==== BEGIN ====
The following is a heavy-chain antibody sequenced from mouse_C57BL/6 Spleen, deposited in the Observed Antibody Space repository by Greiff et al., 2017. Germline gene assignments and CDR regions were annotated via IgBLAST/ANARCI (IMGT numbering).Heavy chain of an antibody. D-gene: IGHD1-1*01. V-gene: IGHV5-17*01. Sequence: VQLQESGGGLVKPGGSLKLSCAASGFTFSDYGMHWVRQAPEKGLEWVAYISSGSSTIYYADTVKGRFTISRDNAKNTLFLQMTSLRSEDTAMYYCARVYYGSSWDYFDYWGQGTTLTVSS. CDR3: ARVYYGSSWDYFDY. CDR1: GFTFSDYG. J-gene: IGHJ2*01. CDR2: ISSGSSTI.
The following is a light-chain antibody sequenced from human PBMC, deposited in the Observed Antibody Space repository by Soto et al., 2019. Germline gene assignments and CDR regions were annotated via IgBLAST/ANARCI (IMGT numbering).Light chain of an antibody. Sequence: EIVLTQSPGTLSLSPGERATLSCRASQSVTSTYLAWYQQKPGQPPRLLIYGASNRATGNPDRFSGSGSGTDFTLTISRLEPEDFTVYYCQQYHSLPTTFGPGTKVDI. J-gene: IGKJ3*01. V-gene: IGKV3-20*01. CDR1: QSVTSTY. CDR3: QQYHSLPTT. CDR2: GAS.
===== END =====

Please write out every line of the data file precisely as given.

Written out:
The following is a heavy-chain antibody sequenced from mouse_C57BL/6 Spleen, deposited in the Observed Antibody Space repository by Greiff et al., 2017. Germline gene assignments and CDR regions were annotated via IgBLAST/ANARCI (IMGT numbering).Heavy chain of an antibody. D-gene: IGHD1-1*01. V-gene: IGHV5-17*01. Sequence: VQLQESGGGLVKPGGSLKLSCAASGFTFSDYGMHWVRQAPEKGLEWVAYISSGSSTIYYADTVKGRFTISRDNAKNTLFLQMTSLRSEDTAMYYCARVYYGSSWDYFDYWGQGTTLTVSS. CDR3: ARVYYGSSWDYFDY. CDR1: GFTFSDYG. J-gene: IGHJ2*01. CDR2: ISSGSSTI.
The following is a light-chain antibody sequenced from human PBMC, deposited in the Observed Antibody Space repository by Soto et al., 2019. Germline gene assignments and CDR regions were annotated via IgBLAST/ANARCI (IMGT numbering).Light chain of an antibody. Sequence: EIVLTQSPGTLSLSPGERATLSCRASQSVTSTYLAWYQQKPGQPPRLLIYGASNRATGNPDRFSGSGSGTDFTLTISRLEPEDFTVYYCQQYHSLPTTFGPGTKVDI. J-gene: IGKJ3*01. V-gene: IGKV3-20*01. CDR1: QSVTSTY. CDR3: QQYHSLPTT. CDR2: GAS.